42. gautami tripathy (something About Her)
43. gautami tripathy (The Doctor’s Secret Bride))
44. gautami tripathy (Baby, It’s Cold Outside)
45. gautami tripathy (Where’s My Son?)
46. gautami tripathy (The Lantern)
47. Anna @ Diary of an Eccentric (Somewhere in France)
48. Anna @ Diary of an Eccentric (No Surrender Soldier)

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Saturday Review of Books: January 11, 2014

“What is the most precious, the most exciting smell awaiting you in the house when you return to it after a dozen years or so? The smell of roses, you think? No, moldering books.” ~Andre Sinyavsky

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Welcome to the Saturday Review of Books at Semicolon. Here’s how it usually works. Find a book review on your blog posted sometime during the previous week. The review doesn’t have to be a formal sort of thing. You can link to your thoughts on a particular book, a few ideas inspired by reading the book, your evaluation, quotations, whatever.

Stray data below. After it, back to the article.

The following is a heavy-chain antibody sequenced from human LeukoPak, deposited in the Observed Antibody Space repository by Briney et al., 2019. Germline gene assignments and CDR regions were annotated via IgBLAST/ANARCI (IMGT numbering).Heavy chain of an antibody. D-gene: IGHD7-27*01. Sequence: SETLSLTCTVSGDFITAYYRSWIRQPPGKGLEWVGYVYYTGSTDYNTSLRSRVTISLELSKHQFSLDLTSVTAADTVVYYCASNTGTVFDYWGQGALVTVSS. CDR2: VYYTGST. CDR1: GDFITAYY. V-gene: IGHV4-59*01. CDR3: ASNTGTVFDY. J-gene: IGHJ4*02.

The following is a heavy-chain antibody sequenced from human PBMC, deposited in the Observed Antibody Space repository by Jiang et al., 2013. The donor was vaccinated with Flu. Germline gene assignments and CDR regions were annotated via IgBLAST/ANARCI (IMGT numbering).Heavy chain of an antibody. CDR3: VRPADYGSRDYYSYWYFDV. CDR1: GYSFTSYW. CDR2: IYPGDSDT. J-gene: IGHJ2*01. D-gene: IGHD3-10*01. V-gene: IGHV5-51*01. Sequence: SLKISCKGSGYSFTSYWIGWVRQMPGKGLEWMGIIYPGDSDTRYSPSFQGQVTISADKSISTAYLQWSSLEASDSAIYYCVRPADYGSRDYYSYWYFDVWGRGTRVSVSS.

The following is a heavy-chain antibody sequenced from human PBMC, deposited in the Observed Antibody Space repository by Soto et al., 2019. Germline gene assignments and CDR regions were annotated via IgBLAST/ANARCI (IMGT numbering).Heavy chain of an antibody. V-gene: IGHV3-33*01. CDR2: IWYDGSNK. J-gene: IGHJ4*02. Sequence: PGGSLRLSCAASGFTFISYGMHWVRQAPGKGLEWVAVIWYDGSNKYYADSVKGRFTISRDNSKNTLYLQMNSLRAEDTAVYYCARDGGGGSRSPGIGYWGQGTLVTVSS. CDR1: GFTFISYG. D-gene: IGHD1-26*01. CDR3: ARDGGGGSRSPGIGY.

Then on Friday night/Saturday, you post a link here at Semicolon in Mr. Linky to the specific post where you’ve written your book review. Don’t link to your main blog page because this kind of link makes it hard to find the book review, especially when people drop in later after you’ve added new content to your blog. In parentheses after your name, add the title of the book you’re reviewing. This addition will help people to find the reviews they’re most interested in reading.